Hồng Lạc

Hong-Lac: a combination of the Heirdom ‘Hồng Bàng’ by the founding ancestor of Hung Kings who proclaimed ‘King Duong Vuong, and called his newborn nation “Xich Quy”, and of Lạc Long Quân, his successor, who founded the Dynasty of Hung Kings.

The first Hùng king (c. 2879 BC)

During a few thousand years in the Late Stone Age, the inhabitant populations grew and spread to every part of Vietnam. Most ancient people were living near the Hồng (Red), Cả and Mã rivers. The Vietnamese tribes were the primary tribes at this time. Their territory included modern meridional territories of China to the banks of the Hồng River in the northern territory of Vietnam. Centuries of developing a civilization and economy based on the cultivation of irrigated rice encouraged the development of tribal states and communal settlements.

Early Hồng Bàng (c. 2879 – c. 1913 BC)

As rule was passed to the Hùng king's male heirs, Kinh Dương Vương was succeeded by his son Lạc Long Quân, who founded the second dynasty of Hùng kings in c. 2793 BC.

Starting from the third Hùng dynasty since c. 2524 BC, the kingdom was renamed Văn Lang, and the capital was set up at Phong Châu (in modern Việt Trì, Phú Thọ) at the juncture of three rivers where the Red River Delta begins from the foot of the mountains.

Middle Hồng Bàng (c. 1912 – c. 1055 BC)

By 1500 BC, the coastal residents developed a sophisticated agricultural society. Late Hồng Bàng (c. 1054 – c. 258 BC)

The tidal irrigation of rice fields through an elaborate system of canals and dikes started by the sixth century BC. The Hùng ruler of the Eighteenth Dynasty led the armies to conquer what is modern-day Nghệ An and Hà Tĩnh Provinces. A rival people, the proto-Cham people based in modern-day Quảng Bình Province, resisted and a clash between the two sides was inevitable. The Hùng forces defeated the proto-Chams, annexing the land.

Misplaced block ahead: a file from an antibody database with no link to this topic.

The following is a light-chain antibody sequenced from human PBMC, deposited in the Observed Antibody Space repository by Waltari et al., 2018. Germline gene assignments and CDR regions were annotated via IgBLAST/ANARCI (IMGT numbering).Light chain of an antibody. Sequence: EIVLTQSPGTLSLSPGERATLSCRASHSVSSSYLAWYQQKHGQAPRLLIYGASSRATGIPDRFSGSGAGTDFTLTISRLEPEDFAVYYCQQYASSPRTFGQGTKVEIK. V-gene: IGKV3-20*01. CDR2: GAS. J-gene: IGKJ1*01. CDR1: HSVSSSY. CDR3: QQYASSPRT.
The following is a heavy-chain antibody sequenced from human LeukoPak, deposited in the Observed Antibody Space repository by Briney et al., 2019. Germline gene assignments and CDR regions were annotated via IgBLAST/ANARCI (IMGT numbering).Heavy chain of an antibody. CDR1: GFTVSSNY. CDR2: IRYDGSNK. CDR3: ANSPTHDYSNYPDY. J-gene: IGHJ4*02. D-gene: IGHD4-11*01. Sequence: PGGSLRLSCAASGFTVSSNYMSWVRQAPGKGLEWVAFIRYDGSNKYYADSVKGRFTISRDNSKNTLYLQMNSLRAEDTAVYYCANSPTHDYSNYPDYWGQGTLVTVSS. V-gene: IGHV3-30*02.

The Hồng Bàng epoch ended in the middle of the third century BC on the advent of the military leader Thục Phán's conquest of Văn Lang, dethroning the last Hùng king in c. 258 BC. After conquering Văn Lang, Thục Phán united the Lạc Việt tribes with the Âu Việt ones to form a new kingdom of Âu Lạc, building his capital and citadel, Cổ Loa Citadel in Hanoi's Dong Anh district.
The Lạc lords maintained their feudal influence long after demise of the Hồng Bàng era. These feudal lords faded into history only after the defeat of the Trưng Sisters in mid 1st-century AD.

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